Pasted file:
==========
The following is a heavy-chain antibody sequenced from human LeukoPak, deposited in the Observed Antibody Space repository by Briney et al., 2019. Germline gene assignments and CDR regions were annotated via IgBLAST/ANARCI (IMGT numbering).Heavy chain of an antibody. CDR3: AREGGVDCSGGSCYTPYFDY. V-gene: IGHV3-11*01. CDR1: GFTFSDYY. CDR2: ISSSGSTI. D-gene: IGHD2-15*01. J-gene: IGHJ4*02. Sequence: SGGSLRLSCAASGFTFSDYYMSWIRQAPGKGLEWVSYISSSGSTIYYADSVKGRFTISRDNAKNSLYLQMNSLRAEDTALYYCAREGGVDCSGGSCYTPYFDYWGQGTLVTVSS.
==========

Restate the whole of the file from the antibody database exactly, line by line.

The following is a heavy-chain antibody sequenced from human LeukoPak, deposited in the Observed Antibody Space repository by Briney et al., 2019. Germline gene assignments and CDR regions were annotated via IgBLAST/ANARCI (IMGT numbering).Heavy chain of an antibody. CDR3: AREGGVDCSGGSCYTPYFDY. V-gene: IGHV3-11*01. CDR1: GFTFSDYY. CDR2: ISSSGSTI. D-gene: IGHD2-15*01. J-gene: IGHJ4*02. Sequence: SGGSLRLSCAASGFTFSDYYMSWIRQAPGKGLEWVSYISSSGSTIYYADSVKGRFTISRDNAKNSLYLQMNSLRAEDTALYYCAREGGVDCSGGSCYTPYFDYWGQGTLVTVSS.